Artful dodgersIn the Korean tax system, revenue that is collected by the central government and passed on to local governments is called the local subsidy tax. The local subsidy tax in turn is divided into an ordinary subsidy tax and extraordinary subsidy tax. The extraordinary subsidy tax is money allocated for special purposes and, in many cases, the standard is ambiguous. More often than not this tax money is allocated on a first come first serve basis. Over 700 billion won ($764 million) of our annual tax revenue is spent in this way. In the past, politicians would use this money for items likes bridges and town halls for their hometowns and would behave as if the money was their own. For decades, tax money had been used to buy popularity in this way.
At the start of his term, President Roh ordered a report on reforming the extraordinary subsidy tax, including the possibility of its abolition. The road map for tax reform presented at the beginning of President Roh’s term called for radical changes in the extraordinary subsidy tax on grounds that it lacked transparency.
Unfortunately, the idea got no further. Since 2005, the extraordinary subsidy tax has been reduced but the total still surpasses 700 billion won every year. The region that received the most extraordinary tax revenue last year was Gimhae in South Gyeongsang, which happens to be President Roh’s hometown. The average tax revenue allocated to the constituencies of members of the budget committee that oversees the management of the extraordinary subsidy tax was some 2 billion won, compared to the national average of 1.4 million won. Such discrepancy even occurred last year after floods had ravaged parts of Gangwon and the province was in dire need of restoration money. Recently, we’ve even had individual bureaucrats who’ve used this extraordinary subsidy tax for personal purposes such as former Blue House policy secretary Byeon Yang-kyoon.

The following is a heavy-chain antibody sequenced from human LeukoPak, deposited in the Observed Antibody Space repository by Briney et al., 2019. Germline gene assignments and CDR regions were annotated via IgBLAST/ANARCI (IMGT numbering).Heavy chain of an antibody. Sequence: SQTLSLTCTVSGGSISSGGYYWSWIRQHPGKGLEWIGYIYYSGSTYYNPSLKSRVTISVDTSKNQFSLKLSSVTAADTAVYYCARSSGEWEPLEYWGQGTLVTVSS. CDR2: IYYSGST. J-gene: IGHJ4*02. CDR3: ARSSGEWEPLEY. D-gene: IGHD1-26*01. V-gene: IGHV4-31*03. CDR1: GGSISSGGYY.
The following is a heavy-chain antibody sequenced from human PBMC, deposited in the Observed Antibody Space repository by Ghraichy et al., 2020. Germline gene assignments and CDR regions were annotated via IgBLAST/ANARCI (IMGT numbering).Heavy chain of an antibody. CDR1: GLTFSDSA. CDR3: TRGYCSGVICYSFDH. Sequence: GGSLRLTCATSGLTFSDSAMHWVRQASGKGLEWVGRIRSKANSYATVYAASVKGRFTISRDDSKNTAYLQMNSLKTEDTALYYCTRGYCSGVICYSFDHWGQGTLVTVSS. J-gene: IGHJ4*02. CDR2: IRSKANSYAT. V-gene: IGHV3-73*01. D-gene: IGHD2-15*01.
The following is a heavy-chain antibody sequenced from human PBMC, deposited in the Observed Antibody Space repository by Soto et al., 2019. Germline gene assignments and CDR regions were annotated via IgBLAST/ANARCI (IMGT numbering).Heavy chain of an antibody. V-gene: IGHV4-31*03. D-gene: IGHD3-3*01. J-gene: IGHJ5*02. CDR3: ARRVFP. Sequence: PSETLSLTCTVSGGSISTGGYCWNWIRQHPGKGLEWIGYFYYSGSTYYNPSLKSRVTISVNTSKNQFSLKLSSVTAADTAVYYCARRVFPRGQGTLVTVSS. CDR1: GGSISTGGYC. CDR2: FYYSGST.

The extraordinary subsidy tax must be reduced. It should only be used for emergencies such as natural disasters. There should also be an objective set of standards for allocations that excludes political or bureaucratic meddling. All projects must be publicly transparent and the National Assembly should examine each one. It is unthinkable that 700 billion won of tax money is used by greedy politicians every year without its purpose being made public.
These politicians have been like the Artful Dodger in “Oliver Twist,” picking the public’s pockets every time we turn our backs.